Breakups suck. It’s a painstaking process of unlearning the hopes and dreams we’d placed on a person; a process of dealing with the hurt and disappointment and learning to be who you really are. They hurt, they make you overthink, you go back and forth between hope and anger. But we all make through it in the end, better, stronger, more sure of ourselves. 

Breakups in the digital age are arguably harder. I imagine the good old days where you broke up with a guy and would run little chance of seeing them again. Now they’re all over your digital footprint, their name has made their way into your autocorrect, they’re watching your every story. Every post seems like a competition to say who’s winning the break up and having the better life.  

So what on earth am I talking about here? How can the intricacies of moving on from a relationship – only made harder by social – have anything positive to come out of it? Well, like they say, it hurts until you learn something from it. And the lessons learned through the stages of digital breakup are more like the ways we should be using social media more consciously than you think. 

 

 

We should be applying the same sort of mindfulness into everything we post, no matter if our ex is watching or not.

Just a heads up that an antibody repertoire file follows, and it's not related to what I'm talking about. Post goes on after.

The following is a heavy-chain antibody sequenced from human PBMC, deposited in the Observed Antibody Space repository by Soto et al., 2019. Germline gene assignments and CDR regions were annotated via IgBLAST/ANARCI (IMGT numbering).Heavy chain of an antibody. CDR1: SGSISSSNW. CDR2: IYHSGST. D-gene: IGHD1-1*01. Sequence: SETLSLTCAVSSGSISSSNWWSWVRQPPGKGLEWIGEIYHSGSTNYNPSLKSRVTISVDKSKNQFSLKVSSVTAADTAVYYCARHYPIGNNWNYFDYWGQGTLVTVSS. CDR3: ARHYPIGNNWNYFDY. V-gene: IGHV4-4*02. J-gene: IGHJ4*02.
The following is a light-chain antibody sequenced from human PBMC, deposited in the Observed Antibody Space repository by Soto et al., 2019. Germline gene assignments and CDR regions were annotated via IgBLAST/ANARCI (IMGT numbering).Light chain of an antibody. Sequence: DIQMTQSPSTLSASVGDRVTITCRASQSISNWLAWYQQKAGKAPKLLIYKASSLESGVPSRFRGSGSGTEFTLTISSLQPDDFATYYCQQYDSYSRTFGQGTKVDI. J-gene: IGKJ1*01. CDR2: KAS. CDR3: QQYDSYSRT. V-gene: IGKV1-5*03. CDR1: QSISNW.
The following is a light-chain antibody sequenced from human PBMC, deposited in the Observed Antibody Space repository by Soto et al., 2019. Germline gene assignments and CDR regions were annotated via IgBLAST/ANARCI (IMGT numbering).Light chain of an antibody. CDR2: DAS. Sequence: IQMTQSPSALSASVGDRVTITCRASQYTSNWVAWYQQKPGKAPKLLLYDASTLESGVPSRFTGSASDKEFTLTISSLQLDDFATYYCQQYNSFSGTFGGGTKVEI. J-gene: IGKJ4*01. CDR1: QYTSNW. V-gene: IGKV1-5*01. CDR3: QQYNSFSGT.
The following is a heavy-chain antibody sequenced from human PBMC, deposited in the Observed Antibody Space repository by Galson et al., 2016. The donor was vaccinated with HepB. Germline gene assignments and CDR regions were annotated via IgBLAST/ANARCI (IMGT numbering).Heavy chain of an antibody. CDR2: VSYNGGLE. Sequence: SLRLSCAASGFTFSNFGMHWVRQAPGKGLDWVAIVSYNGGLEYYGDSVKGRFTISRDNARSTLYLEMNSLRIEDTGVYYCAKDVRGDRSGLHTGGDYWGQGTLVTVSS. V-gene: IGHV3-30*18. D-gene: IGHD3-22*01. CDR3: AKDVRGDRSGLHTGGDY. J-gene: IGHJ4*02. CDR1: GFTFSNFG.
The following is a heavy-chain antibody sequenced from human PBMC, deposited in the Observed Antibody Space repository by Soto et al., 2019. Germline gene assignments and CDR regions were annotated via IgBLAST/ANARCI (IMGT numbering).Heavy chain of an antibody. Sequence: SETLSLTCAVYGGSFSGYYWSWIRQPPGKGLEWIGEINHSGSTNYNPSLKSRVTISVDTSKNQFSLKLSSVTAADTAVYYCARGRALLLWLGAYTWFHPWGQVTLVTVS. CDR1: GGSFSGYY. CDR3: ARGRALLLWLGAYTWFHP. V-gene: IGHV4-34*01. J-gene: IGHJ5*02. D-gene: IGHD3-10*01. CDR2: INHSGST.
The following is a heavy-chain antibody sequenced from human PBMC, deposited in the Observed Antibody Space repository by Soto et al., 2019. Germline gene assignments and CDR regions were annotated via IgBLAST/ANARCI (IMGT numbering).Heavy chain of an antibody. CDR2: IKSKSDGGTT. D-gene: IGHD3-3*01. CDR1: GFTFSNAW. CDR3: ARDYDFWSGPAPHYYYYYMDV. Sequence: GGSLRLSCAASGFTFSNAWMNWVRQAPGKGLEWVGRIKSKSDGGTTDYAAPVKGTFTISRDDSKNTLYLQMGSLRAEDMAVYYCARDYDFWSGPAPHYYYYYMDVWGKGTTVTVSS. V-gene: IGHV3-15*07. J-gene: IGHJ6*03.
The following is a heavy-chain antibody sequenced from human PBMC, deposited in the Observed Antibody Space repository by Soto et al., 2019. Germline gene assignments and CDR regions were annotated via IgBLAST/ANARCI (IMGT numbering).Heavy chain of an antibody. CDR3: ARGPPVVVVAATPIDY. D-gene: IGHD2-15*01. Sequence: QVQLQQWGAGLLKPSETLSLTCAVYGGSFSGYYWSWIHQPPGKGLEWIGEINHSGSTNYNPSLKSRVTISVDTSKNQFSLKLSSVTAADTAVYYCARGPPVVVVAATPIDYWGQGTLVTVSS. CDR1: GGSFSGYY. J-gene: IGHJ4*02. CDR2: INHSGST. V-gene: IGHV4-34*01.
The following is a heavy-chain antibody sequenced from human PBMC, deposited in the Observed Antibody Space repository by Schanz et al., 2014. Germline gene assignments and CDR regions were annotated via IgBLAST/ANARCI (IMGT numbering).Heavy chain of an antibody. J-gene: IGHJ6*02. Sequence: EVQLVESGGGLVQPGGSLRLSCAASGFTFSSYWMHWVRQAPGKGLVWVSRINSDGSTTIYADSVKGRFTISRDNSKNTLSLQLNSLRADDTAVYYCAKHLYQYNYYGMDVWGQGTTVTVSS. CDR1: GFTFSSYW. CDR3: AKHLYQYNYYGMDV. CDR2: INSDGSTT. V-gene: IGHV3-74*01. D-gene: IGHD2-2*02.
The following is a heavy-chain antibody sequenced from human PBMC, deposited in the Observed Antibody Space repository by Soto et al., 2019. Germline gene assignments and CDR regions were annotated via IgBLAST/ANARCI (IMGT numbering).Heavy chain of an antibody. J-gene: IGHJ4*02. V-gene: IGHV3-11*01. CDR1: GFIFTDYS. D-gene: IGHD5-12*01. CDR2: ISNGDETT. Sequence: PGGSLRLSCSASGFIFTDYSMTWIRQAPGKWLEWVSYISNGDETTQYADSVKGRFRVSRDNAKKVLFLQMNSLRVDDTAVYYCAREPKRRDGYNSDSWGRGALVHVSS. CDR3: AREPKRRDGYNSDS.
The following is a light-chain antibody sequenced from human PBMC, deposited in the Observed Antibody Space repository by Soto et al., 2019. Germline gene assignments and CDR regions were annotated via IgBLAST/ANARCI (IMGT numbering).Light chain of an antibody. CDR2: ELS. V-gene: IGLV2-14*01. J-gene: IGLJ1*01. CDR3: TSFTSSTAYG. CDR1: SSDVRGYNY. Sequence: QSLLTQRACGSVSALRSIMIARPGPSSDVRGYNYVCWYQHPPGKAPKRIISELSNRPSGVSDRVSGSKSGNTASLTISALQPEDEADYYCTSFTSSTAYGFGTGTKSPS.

1. Your subtext speaks volumes 

 

The cheeky thirst trap, the song lyrics you’re sharing hoping that they will see, the ‘left on read’ or the orbiting – don’t lie, we’ve all done it before. Beyond what we directly communicate, social media has created a whole new language that speaks volumes without any words. 

This is a platform and language that we are fluent in. We might get away with claiming ignorance of how the algorithm works or what the fuck Tik Tok is used for, but this should be our strong suit. And so it should be no excuse that we should also be using  the same sort of digital literacy in all our communication online. 

So when you post something to your social media, what are you saying beyond the image and the caption? When you share a post, are you aware of how that might look to someone else? Are you posting it just for your ex to see or are you conscious that your boss might see it too? Recognising the messages we send beyond the caption and who might see it and understand should be a consideration with everything we post. If you can put the same care in how you post after a breakup, you can put it into all your posts.